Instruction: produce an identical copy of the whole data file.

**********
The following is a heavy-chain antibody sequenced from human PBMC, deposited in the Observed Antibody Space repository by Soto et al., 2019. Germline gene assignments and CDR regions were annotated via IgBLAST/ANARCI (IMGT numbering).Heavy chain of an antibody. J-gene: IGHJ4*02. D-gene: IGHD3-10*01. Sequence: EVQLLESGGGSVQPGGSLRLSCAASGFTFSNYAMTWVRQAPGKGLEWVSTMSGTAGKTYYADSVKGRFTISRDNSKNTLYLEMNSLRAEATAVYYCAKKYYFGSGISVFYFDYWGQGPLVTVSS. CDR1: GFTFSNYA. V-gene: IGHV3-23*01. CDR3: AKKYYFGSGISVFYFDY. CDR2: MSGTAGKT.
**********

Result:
The following is a heavy-chain antibody sequenced from human PBMC, deposited in the Observed Antibody Space repository by Soto et al., 2019. Germline gene assignments and CDR regions were annotated via IgBLAST/ANARCI (IMGT numbering).Heavy chain of an antibody. J-gene: IGHJ4*02. D-gene: IGHD3-10*01. Sequence: EVQLLESGGGSVQPGGSLRLSCAASGFTFSNYAMTWVRQAPGKGLEWVSTMSGTAGKTYYADSVKGRFTISRDNSKNTLYLEMNSLRAEATAVYYCAKKYYFGSGISVFYFDYWGQGPLVTVSS. CDR1: GFTFSNYA. V-gene: IGHV3-23*01. CDR3: AKKYYFGSGISVFYFDY. CDR2: MSGTAGKT.